That winter, movers and shakers in Washington shuffled along to the beat of a media drum that kept reporting on Iraqi weapons of mass destruction as a virtual certainty. At the same time, millions of Americans tried to prevent an invasion; their activism ranged from letters and petitions to picket lines, civil disobedience, marches, and mass rallies. On January 18, 2003, as the Washington Post recalled years later, “an antiwar protest described as the largest since the Vietnam War drew several hundred thousand … on the eve of the Iraq war, in subfreezing Washington weather. The high temperature reported that day was in the mid-20s.”
The outcry was global, and the numbers grew larger. On February 15, an estimated 10 million people demonstrated against the impending war. A dispatch from Knight-Ridder news service summed up the events of that day: “By the millions, peace marchers in cities around the world united Saturday behind a single demand: No war with Iraq.” But the war planners running the U.S. government were determined.
During one year after another, the warfare intensified in Iraq. And an air war kept escalating. The U.S. media assumed that almost any use of American air power was to the good. (Exceptions came with fleeting news of mishaps like dropping bombs on wedding parties.) What actually happened to human beings every day as explosives hit the ground would not be conveyed to the reputedly well-informed. What we didn’t know presumably wouldn’t hurt us or our self-image. We thought ourselves better — incomparably better — because we burned people with modern technology from high in the air. Car bombs and detonation belts were for the uncivilized.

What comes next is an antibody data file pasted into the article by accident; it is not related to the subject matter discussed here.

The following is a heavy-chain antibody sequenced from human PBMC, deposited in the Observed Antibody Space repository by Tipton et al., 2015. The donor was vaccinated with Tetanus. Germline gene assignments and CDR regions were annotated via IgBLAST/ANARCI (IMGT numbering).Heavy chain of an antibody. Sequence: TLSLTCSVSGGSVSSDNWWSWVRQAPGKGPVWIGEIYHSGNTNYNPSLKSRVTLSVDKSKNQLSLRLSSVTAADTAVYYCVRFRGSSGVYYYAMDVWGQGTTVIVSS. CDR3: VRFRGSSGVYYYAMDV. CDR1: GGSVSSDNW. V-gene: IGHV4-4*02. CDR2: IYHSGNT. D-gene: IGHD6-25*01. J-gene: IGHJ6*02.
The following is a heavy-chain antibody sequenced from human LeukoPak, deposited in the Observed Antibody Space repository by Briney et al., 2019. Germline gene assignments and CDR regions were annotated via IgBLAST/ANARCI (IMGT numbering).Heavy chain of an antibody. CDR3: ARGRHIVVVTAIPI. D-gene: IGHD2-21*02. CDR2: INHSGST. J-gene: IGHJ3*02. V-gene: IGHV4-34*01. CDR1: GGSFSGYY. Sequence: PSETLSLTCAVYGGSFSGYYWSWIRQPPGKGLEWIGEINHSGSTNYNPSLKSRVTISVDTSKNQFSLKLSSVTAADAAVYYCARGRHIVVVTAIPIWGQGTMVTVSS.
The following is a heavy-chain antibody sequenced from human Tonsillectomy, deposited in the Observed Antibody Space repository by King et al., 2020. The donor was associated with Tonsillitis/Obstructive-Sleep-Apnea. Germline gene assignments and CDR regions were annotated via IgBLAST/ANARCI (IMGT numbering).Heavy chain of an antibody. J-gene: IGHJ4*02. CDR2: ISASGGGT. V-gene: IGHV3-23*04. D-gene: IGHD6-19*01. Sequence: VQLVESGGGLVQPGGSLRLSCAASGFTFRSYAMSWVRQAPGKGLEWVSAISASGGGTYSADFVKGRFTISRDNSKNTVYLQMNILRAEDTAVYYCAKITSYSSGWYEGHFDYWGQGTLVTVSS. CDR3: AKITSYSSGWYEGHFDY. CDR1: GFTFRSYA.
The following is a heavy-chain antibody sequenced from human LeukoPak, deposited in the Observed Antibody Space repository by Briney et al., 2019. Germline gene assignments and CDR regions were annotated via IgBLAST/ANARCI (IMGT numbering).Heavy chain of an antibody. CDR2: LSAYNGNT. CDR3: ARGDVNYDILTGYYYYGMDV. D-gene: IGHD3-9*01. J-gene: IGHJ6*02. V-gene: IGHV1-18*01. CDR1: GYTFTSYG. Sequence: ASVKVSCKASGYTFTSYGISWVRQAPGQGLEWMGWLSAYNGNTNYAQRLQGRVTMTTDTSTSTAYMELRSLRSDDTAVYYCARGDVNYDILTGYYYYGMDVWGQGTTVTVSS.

One of the methodical quirks of U.S. Air Force news releases has been that they consistently refer to insurgents as “anti-Iraqi forces” — even though almost all of those fighters are Iraqis. So, in a release about activities on Christmas Day 2006, the Air Force reported that “Marine Corps F/A-18Ds conducted a strike against anti-Iraqi forces near Haqlaniyah.” The next day, it was the same story, as it would be for a long time to come — with U.S. Air Force jets bombing “anti-Iraqi forces” on behalf of missions for “Operation Iraqi Freedom” in order to “deter and disrupt terrorist activities.”
In my kitchen is a dark-red little carpet with black designs, imported from Baghdad. I bought it there one afternoon in late January 2003 at the bazaar (not so different, to my eyes anyway, from the market I later visited in Tehran). My traveling companion was a former high-ranking U.N. official, Denis Halliday, who had lived in Baghdad for a while during the 1990s before resigning as head of the “oil for food” program in protest against the draconian sanctions that caused so much devastation among civilians. Denis was revisiting some of the shopkeepers he had come to know. After warm greetings and pleasantries, an Iraqi man in his middle years said that he’d heard on the BBC about a French proposal for averting an invasion. The earnest hope in his voice made my heart sink, as if falling into the dirty stretch of the Tigris River that Denis and I had just hopped a boat across, where people were beating rugs on stones alongside the banks.
Often when I look at the carpet in the kitchen I think that it is filled with blood, remembering how one country’s treasures become another’s aesthetic enhancements. I had carted home the rolled-up carpet and less than two months later came “shock and awe.” Now, more than four years afterward, the daily papers piled up on the breakfast table a few feet away tell of the latest carnage. I don’t think the rug has ever given me pleasure since the day it unfurled across the hardwood floor. It hasn’t been cleaned since presumably it soaked up the Tigris water during its last washing. There’s blood on the carpet and no amount of trips to the dry cleaners could change that.
Macbeth, Act V, Scene 1:
“Out, damned spot! out, I say! … What need we fear who knows it, when none can call our power to account? — Yet who would have thought the old man to have had so much blood in him? … What, will these hands ne’er be clean? … Here’s the smell of the blood still: all the perfumes of Arabia will not sweeten this little hand.”
This article is adapted from Norman Solomon’s new book “Made Love, Got War: Close Encounters with America’s Warfare State.”For more information, go to: www.MadeLoveGotWar.com